Final Words

It might be too tenuous a task to perform on your own, especially if you are already under a financial strain. At the law office of Sean T. Flynn, we can help you understand and complete the emergency bankruptcy filing procedure. If you have any queries, consultancy requests, or if you require our assistance in filing for bankruptcy, don’t hesitate to give us a call. We will do our best to help you through this tough stage and get a clean start.

Can You Get a Car Loan After Bankruptcy?

Getting a Car Loan after Chapter 13 Bankruptcy or Chapter 7 Bankruptcy

Consumers can file for Chapter 13 and Chapter 7 bankruptcy. With a Chapter 13 bankruptcy, you get to keep your possessions and pay the debt through a three to five-year repayment plan. This plan is approved by the court and involves paying a fixed amount on a biweekly or monthly basis. Chapter 13 bankruptcy can stay on your credit report for a maximum of seven years. If you file for Chapter 7 bankruptcy, certain debts might be discharged while the remaining may be paid by liquidating your property and some of your possessions.

While a bankruptcy hurts your credit score, you can still get approved for a car loan. Here’s how you can get a loan for buying a car after bankruptcy.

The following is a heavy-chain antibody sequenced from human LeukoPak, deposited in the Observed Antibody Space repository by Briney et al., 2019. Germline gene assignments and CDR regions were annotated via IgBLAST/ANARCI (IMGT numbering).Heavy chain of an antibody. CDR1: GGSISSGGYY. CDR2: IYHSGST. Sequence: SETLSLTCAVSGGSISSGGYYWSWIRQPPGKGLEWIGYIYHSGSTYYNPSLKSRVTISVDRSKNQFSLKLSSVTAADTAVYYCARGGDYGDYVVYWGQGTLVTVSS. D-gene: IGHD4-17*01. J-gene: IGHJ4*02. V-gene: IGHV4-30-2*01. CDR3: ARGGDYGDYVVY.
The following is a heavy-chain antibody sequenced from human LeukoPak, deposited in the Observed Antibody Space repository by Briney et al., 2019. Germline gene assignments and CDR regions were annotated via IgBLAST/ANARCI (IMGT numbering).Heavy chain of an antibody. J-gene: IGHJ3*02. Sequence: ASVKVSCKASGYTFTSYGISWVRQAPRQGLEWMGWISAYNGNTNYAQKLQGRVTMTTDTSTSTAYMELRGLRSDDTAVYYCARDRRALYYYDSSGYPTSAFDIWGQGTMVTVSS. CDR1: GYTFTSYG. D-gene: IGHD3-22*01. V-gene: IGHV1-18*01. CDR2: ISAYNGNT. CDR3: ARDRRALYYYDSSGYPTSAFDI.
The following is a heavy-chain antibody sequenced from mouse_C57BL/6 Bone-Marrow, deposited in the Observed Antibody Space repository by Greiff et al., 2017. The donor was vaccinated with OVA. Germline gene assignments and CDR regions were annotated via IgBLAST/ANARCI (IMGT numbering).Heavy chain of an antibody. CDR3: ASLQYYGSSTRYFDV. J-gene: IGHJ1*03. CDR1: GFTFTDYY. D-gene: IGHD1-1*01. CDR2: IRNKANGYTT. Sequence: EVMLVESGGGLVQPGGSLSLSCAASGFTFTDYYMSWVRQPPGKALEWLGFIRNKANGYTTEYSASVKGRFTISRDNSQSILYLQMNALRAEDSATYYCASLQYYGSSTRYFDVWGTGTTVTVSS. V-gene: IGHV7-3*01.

·         Check Your Credit

Before you apply for a car loan, review your financial health by checking your credit report. Request a free copy of your credit report from Equifax, TransUnion, or Experian. While there isn’t any minimum credit score required for getting a car loan, you will have some difficulty getting approved by a certain lender if you have a low credit score.

·         Improve Your Credit

Once you have reviewed your credit report, take some time to rebuild your credit if it is low. This might help you get approved for an auto loan at a lower rate. To improve your credit after bankruptcy, get a secured credit card and pay all your bills on time.

·         Save Money for a Down Payment

A down payment can improve your chances of getting approved for an auto loan and may even lower your interest rate. There isn’t any specific amount that you should put towards the down payment for a car. However, if you want to secure low interest rates, try to put 20 percent down on the new car.

·         Search for the Best Offer